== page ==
Self-Collection: The Good, the Bad and the Ugly

When data needs to be collected, many struggle as to whether they should hire an outside forensic consultant or whether their IT staff or outside counsel can handle the collection themselves. The courts have provided limited guidance on this issue, so below is a combination of case law and an expert's opinion on the topic.

Not unlike many other subjects, this topic can be seen in shades of gray. Defining self-collection can be difficult, as some consider allowing key custodians to go through their own data and put it aside for discovery as self-collection. Others consider allowing trained IT to go into the back end of servers to grab relevant data as self-collection. There may be some appropriate instances in which data can be capably captured by inside IT staff with minimal additional cost to the company and still be used without prejudice. But always remember that with self-collection comes inherent risk.

When Self-Collection Is Not Appropriate

The courts have made it clear that allowing custodians with a stake in the litigation to collect their own data is never appropriate. In Green v. Blitz, 2011 WL 806011, 2:07-CV-37 (E.D. Tex. Mar. 1, 2011), after the trial ended, the plaintiff discovered evidence that was never produced by the defendant in her case. The court determined that the defendant relied solely on its own employees to find and produce relevant emails. The court then stated that there are many dangers inherent in self-collection, including good faith omission by inadvertence, laziness or lack of technical or legal training. The chief danger is bad faith omission by fraud, by the natural desire of a witness to protect him or herself by not producing incriminating emails. Due to the manner in which the data was collected, the court allowed the plaintiff to reopen her previously settled suit based on the discovery abuses committed by the defendant.

Another case in which the courts spoke to self-collection abuses is Nat'l Day Laborer Org. v. U.S. Immigration and Customs Enforcement Agency, 2012 WL 2878130 (S.D.N.Y. July 13, 2012). In this case, various governmental agencies had to collect and produce data in an FIOA action. The various agencies used different collection techniques with little or no documentation as to their processes. In the end, the agencies were sanctioned for overreliance on self-collection processes by employees and were admonished for not having a unified documented process in place for collection and allowing some employees to conduct their own searches. Judge Schiendlin wrote "[m]ost custodians cannot be 'trusted' to run effective searches because designing legally sufficient electronic searches in the discovery or FOIA contexts is not part of their daily responsibilities. Searching for an answer on Google (or Westlaw) is very different from searching for all responsive documents in the FOIA or e-discovery context."

Another example of self-collection gone wrong is Suntrust Mortgage, Inc. v. AIG United Guaranty Corp., 2011 U.S. Dist. LEXIS 33118 (E.D. Va. Mar. 29, 2011). In this case an employee cut and pasted several emails together to effectively create a new email chain. When collecting the data, the plaintiff imaged employees' hard drives but did not hire forensics experts or any other kind of outside help to assist in the collection and analysis of the employees' electronic files. Tampered emails were produced, and after a lengthy review of activities of management and in-house counsel for the plaintiff, the court issued sanctions against Suntrust for falsifying evidence.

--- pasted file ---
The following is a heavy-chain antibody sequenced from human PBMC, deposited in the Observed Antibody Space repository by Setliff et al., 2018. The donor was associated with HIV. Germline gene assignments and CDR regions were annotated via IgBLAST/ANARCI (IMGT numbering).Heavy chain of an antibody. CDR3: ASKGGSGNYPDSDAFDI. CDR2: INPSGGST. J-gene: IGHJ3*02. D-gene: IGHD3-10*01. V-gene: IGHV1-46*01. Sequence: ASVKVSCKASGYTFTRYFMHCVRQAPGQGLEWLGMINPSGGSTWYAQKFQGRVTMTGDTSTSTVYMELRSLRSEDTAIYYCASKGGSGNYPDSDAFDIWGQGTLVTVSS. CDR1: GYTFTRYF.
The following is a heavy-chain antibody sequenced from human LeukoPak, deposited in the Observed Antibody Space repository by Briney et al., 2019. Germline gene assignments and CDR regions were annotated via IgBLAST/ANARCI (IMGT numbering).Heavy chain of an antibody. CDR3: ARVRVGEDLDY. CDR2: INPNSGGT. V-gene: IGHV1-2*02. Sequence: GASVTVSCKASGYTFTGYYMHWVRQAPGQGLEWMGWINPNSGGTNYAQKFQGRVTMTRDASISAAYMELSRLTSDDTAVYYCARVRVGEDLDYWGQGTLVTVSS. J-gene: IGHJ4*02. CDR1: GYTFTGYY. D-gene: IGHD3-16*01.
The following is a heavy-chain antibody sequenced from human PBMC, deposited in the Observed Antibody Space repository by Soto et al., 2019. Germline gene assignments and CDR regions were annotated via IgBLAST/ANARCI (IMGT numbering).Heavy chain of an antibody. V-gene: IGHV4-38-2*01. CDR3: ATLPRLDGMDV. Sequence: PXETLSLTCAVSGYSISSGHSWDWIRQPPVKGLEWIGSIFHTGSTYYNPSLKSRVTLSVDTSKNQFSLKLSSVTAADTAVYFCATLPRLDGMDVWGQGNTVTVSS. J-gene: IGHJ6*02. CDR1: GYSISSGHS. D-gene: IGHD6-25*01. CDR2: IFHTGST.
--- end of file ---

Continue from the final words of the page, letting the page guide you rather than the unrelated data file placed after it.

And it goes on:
It is important to note that documents need to be properly authenticated to be entered into evidence. If collection is done by means of a method that does not properly preserve the original document including metadata, that document may not be admitted into evidence. To ensure that this does not happen, it is always recommended to ensure that a collection is done forensically by a third-party consultant. When data is collected forensically, the original source is protected from alteration, and the resulting data set is protected by a self-authenticating forensic image format that protects the contents.

Other situations in which self-collection is not recommended are when you know your adversary has employed a forensic expert with experience in assessing the processes and procedures utilized in data identification, preservation and collection. Securing an expert may signal that the opposing party has a desire to audit your processes and procedures and, if the expert finds any problems, bring a motion for sanctions. Getting to the heart of the case is what every attorney wants, and getting caught up in fights over collection slows down the discovery cycle and costs clients extra money. While forensic consultants can be an up-front expense, doing the collection right the first time around can save time, money and heartache in the long run. Having your own expert who can oversee the collection, participate in and respond to any issues raised by opposing counsel can enable the case team to focus on developing the strategy needed to win the case.